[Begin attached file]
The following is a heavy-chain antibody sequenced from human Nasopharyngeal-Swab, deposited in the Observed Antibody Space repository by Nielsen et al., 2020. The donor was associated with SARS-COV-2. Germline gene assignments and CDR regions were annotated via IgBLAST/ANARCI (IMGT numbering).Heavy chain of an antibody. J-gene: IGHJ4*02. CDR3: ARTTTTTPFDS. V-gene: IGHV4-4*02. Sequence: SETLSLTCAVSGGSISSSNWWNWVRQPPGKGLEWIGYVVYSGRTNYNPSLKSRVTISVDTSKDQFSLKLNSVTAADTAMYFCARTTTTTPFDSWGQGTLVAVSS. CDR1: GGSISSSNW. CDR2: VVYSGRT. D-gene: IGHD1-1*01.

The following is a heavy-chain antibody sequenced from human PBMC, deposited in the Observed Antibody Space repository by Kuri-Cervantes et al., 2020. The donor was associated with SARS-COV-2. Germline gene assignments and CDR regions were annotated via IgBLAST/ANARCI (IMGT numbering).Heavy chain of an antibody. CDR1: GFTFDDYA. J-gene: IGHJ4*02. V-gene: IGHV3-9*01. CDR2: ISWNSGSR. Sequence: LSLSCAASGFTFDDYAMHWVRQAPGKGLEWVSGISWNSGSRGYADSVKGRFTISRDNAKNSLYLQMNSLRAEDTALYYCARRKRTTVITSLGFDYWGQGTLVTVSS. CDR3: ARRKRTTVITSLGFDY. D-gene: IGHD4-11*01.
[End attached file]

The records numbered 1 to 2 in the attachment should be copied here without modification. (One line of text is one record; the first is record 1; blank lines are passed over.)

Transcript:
The following is a heavy-chain antibody sequenced from human Nasopharyngeal-Swab, deposited in the Observed Antibody Space repository by Nielsen et al., 2020. The donor was associated with SARS-COV-2. Germline gene assignments and CDR regions were annotated via IgBLAST/ANARCI (IMGT numbering).Heavy chain of an antibody. J-gene: IGHJ4*02. CDR3: ARTTTTTPFDS. V-gene: IGHV4-4*02. Sequence: SETLSLTCAVSGGSISSSNWWNWVRQPPGKGLEWIGYVVYSGRTNYNPSLKSRVTISVDTSKDQFSLKLNSVTAADTAMYFCARTTTTTPFDSWGQGTLVAVSS. CDR1: GGSISSSNW. CDR2: VVYSGRT. D-gene: IGHD1-1*01.

The following is a heavy-chain antibody sequenced from human PBMC, deposited in the Observed Antibody Space repository by Kuri-Cervantes et al., 2020. The donor was associated with SARS-COV-2. Germline gene assignments and CDR regions were annotated via IgBLAST/ANARCI (IMGT numbering).Heavy chain of an antibody. CDR1: GFTFDDYA. J-gene: IGHJ4*02. V-gene: IGHV3-9*01. CDR2: ISWNSGSR. Sequence: LSLSCAASGFTFDDYAMHWVRQAPGKGLEWVSGISWNSGSRGYADSVKGRFTISRDNAKNSLYLQMNSLRAEDTALYYCARRKRTTVITSLGFDYWGQGTLVTVSS. CDR3: ARRKRTTVITSLGFDY. D-gene: IGHD4-11*01.